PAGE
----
In Nixon,13 the Court confirmed several fundamental principles of the privilege protecting presidential communications.14 First, Nixon recognized an implied constitutional privilege protecting presidential communications.15 The Court stated that the “privilege of confidentiality of presidential communications” is “fundamental to the operation of Government and inextricably rooted in the separation of powers” and “the supremacy of each branch within its own assigned area of constitutional duties.” 16 The Court held that the Communications Privilege, however, must not be “expansively construed” as it, like other privileges, is “in derogation of the search for truth.” 17

Second, the Court explicitly reaffirmed its role as the “ultimate interpreter of the Constitution” and the privileges emanating from it, noting that it was the Court, and not the President, that must have the final say on the Communications Privilege.18

Third, the Court held that the underlying justification for the Communications Privilege related to the “public interest” in the integrity of presidential decisionmaking.19 “Human experience,” the Court reasoned, “teaches that those who expect public dissemination of their remarks may well temper candor with a concern for appearances and for their own interests to the detriment of the decisionmaking process.” 20 The Court added that there is a

public interest in candid, objective, and even blunt or harsh opinions in Presidential decisionmaking. A President and those who assist him must be free to explore alternatives in the process of shaping policies and making decisions and to do so in a way many would be unwilling to express except privately.21

As such, the Court held that “[t]he President’s need for complete candor and objectivity from advisers calls for great deference from the courts” and justified a “presumptive privilege for Presidential communications” made in “the exercise of Art. II powers.” 22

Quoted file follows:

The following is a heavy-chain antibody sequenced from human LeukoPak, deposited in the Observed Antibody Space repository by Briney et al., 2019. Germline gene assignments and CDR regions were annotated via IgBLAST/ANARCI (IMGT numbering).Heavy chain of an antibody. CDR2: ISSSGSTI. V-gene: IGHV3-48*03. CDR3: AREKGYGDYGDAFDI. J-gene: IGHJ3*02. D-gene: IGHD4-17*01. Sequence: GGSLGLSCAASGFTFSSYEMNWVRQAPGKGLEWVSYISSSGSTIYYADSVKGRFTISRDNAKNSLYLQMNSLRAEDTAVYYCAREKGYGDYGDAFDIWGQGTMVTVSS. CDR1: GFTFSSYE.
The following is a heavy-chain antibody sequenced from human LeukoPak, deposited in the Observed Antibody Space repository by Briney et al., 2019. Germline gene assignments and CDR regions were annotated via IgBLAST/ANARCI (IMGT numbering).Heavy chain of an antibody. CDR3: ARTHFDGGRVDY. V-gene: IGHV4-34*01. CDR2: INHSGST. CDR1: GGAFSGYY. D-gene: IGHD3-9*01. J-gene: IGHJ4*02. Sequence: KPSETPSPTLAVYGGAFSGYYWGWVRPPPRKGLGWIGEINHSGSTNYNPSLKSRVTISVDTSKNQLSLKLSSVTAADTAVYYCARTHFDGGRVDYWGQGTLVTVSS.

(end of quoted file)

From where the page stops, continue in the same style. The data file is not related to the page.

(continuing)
Fourth, the Court emphasized that the implied constitutional Privilege was not “absolute” or “unqualified,” at least not when founded upon a “generalized” need for confidentiality in “nonmilitary and nondiplomatic discussions.” 23 Instead, when the Communications Privilege is invoked in response to a judicial subpoena, a “confrontation with other values arise[s]” requiring courts to “resolve those competing interests in a manner that preserves the essential functions of each branch.” 24 The President’s interest, therefore, would need to be balanced against the “fundamental and comprehensive” need to “develop all relevant facts” and evidence in a criminal case.25 In weighing these interests, the Court held the following:

We cannot conclude that advisers will be moved to temper the candor of their remarks by the infrequent occasions of disclosure because of the possibility that such conversations will be called for in the context of a criminal prosecution. On the other hand, the allowance of the privilege to withhold evidence that is demonstrably relevant in a criminal trial would cut deeply into the guarantee of due process of law and gravely impair the basic functions of the courts.